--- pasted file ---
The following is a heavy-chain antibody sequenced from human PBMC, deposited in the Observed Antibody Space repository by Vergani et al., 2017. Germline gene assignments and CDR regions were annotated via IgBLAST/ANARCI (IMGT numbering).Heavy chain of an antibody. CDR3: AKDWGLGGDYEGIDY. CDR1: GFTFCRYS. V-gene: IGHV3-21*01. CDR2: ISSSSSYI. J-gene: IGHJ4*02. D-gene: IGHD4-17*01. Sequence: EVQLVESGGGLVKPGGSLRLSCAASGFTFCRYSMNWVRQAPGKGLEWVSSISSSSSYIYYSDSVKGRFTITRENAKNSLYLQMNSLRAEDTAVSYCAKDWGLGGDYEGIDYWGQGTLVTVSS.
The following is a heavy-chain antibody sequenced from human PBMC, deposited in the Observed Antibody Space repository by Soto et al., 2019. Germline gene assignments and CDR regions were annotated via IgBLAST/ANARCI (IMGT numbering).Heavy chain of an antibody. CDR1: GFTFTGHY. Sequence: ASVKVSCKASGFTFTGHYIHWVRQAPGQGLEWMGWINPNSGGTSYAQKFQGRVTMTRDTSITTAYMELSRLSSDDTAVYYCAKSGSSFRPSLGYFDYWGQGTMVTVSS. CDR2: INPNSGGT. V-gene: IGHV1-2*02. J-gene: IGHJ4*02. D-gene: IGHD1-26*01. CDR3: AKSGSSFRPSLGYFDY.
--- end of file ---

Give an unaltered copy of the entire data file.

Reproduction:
The following is a heavy-chain antibody sequenced from human PBMC, deposited in the Observed Antibody Space repository by Vergani et al., 2017. Germline gene assignments and CDR regions were annotated via IgBLAST/ANARCI (IMGT numbering).Heavy chain of an antibody. CDR3: AKDWGLGGDYEGIDY. CDR1: GFTFCRYS. V-gene: IGHV3-21*01. CDR2: ISSSSSYI. J-gene: IGHJ4*02. D-gene: IGHD4-17*01. Sequence: EVQLVESGGGLVKPGGSLRLSCAASGFTFCRYSMNWVRQAPGKGLEWVSSISSSSSYIYYSDSVKGRFTITRENAKNSLYLQMNSLRAEDTAVSYCAKDWGLGGDYEGIDYWGQGTLVTVSS.
The following is a heavy-chain antibody sequenced from human PBMC, deposited in the Observed Antibody Space repository by Soto et al., 2019. Germline gene assignments and CDR regions were annotated via IgBLAST/ANARCI (IMGT numbering).Heavy chain of an antibody. CDR1: GFTFTGHY. Sequence: ASVKVSCKASGFTFTGHYIHWVRQAPGQGLEWMGWINPNSGGTSYAQKFQGRVTMTRDTSITTAYMELSRLSSDDTAVYYCAKSGSSFRPSLGYFDYWGQGTMVTVSS. CDR2: INPNSGGT. V-gene: IGHV1-2*02. J-gene: IGHJ4*02. D-gene: IGHD1-26*01. CDR3: AKSGSSFRPSLGYFDY.